[18-Sep-17]. Validation of Aquarius results from Version 2 data to Version 5 data showing the improved root square mean error across those versions. Lee, T.
[20-Sep-17]. Aquarius Version 4.61 QL is an instrument-based calibration that does not rely on HYCOM or Argo as a global reference and is compared to V6.61, with the goal of determining whether the V4.6QL should be included in the Version 5 release. Boutin, J., Vergely, J.L., Waldteufel, P., Spurgeon, P., Dinnat, E., Zhou, Y.
[20-Sep-17]. Sea surface salinity (SSS) retrieved from L-band radiometry depends on the formulation chosen for modelling the dielectric constant of sea water. In this poster, the dielectric constant retrieved from SMOS brightness temperatures is compared with previous models. Lee, T.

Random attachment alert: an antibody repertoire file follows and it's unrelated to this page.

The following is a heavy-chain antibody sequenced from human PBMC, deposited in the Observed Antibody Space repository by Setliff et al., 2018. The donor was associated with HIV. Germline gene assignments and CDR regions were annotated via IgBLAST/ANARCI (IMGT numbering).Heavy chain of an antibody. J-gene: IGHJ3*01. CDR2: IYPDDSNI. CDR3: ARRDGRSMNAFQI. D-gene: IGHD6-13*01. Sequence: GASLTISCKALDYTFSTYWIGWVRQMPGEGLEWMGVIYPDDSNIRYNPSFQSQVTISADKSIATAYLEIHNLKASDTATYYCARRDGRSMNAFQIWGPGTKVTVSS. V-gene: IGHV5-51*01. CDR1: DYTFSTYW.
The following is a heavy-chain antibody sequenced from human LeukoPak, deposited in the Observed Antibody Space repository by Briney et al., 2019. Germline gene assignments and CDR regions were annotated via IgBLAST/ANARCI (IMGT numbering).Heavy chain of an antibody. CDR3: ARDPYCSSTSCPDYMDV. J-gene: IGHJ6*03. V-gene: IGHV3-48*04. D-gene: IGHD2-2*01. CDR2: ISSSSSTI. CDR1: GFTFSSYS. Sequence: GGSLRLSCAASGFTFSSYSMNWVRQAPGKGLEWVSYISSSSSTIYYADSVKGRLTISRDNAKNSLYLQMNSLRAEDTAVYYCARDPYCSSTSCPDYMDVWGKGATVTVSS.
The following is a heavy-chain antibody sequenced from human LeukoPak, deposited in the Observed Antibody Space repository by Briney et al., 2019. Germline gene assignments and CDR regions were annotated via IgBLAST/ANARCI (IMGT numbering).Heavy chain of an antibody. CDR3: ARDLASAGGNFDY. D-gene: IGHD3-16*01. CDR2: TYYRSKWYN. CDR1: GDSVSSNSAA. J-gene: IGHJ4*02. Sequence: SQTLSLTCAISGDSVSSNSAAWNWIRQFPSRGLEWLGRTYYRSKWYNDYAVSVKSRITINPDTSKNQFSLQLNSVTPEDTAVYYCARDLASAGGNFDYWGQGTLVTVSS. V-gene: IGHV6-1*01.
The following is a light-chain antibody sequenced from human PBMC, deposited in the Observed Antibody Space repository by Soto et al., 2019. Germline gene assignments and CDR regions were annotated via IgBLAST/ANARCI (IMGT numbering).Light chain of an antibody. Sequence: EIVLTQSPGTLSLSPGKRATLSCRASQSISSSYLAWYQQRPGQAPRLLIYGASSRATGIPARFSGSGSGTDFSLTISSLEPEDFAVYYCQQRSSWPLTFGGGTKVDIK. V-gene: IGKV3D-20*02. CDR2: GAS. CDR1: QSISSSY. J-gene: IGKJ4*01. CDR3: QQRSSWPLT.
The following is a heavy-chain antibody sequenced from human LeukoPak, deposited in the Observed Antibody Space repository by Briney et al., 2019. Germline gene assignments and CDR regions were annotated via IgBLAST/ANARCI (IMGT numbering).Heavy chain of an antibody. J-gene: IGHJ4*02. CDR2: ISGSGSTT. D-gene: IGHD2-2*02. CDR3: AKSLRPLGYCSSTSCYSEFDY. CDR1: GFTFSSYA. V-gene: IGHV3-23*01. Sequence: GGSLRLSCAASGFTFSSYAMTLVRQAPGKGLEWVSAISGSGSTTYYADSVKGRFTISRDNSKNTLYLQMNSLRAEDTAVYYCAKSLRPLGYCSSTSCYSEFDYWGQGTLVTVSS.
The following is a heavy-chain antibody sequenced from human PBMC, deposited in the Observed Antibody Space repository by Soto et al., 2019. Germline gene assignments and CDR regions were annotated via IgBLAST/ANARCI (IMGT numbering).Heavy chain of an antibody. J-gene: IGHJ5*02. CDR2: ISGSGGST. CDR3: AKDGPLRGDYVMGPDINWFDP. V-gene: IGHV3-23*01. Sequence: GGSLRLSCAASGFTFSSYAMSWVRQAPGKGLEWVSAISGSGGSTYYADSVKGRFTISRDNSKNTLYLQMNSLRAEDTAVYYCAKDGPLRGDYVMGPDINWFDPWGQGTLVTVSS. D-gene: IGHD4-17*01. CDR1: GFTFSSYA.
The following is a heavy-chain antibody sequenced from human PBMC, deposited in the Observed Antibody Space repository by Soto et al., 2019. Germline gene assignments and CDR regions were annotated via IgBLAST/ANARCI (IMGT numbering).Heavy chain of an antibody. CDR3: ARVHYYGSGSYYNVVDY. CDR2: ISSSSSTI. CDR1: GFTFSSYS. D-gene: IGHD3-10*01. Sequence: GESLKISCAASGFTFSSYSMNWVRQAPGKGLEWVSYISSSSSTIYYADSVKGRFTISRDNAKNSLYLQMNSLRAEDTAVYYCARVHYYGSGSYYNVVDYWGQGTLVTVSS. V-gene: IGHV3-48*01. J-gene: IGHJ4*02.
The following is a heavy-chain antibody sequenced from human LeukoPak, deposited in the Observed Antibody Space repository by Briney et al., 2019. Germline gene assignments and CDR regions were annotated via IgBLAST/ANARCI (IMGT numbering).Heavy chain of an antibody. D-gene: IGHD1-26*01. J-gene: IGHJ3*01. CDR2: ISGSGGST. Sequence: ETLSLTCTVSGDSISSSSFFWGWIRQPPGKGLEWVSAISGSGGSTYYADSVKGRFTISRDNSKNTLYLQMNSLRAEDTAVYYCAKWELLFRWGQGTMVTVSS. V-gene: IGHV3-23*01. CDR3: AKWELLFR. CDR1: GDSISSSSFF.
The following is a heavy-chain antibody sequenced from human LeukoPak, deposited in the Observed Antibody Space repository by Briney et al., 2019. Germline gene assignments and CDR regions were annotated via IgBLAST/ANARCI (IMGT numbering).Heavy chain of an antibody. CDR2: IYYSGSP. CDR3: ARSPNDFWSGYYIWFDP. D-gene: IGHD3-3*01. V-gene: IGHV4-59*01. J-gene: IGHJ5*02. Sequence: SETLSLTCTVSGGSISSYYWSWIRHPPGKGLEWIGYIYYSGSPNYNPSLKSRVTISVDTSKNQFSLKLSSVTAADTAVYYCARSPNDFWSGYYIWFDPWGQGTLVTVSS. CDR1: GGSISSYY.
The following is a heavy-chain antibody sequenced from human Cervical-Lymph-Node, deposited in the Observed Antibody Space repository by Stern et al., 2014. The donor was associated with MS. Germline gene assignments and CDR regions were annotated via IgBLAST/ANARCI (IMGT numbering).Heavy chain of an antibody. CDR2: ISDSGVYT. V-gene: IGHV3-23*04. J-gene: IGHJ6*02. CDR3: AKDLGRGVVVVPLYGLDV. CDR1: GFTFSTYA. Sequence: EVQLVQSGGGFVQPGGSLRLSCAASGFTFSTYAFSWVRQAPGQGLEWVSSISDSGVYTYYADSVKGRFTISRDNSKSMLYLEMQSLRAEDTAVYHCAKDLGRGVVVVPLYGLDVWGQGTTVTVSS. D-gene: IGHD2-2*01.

[18-Sep-17]. Comparison of Argo data to Aquarius data, with a focus on the comparison of L3 (EV)SCISM monthly SSS products with Argo monthly, 1 degree gridded maps. Wentz, F. and Meissner, T.
[18-Sep-17]. This presentation provides an overview of the SMAP salinity instrument, the RSS SMAP Salinity Retrieval Algorithm, and compares SMAP salinity to data collected by Aquarius. Grodsky, S., Vandemark, D., Reul, N., Hunter, E., and Carton, J.
[19-Sep-17]. An investigation into the shelf region of the Northwestern Atlantic, focusing on an anomalous SSS signal impacted by freshwater inputs. Lindstrom, E.
[18-Sep-17]. A report from the NASA Physical Oceanography Program, providing an overview of the Salinity Continuity Program, presented by Dr. Eric Lindstrom. Brown, S. and Misra, S.
[18-Sep-17]. This presentation investigates the Aquarius drift characterization and correction approach, including recommendations for which corrections to apply to V5 data. Melnichenko, O. and Hacker, P.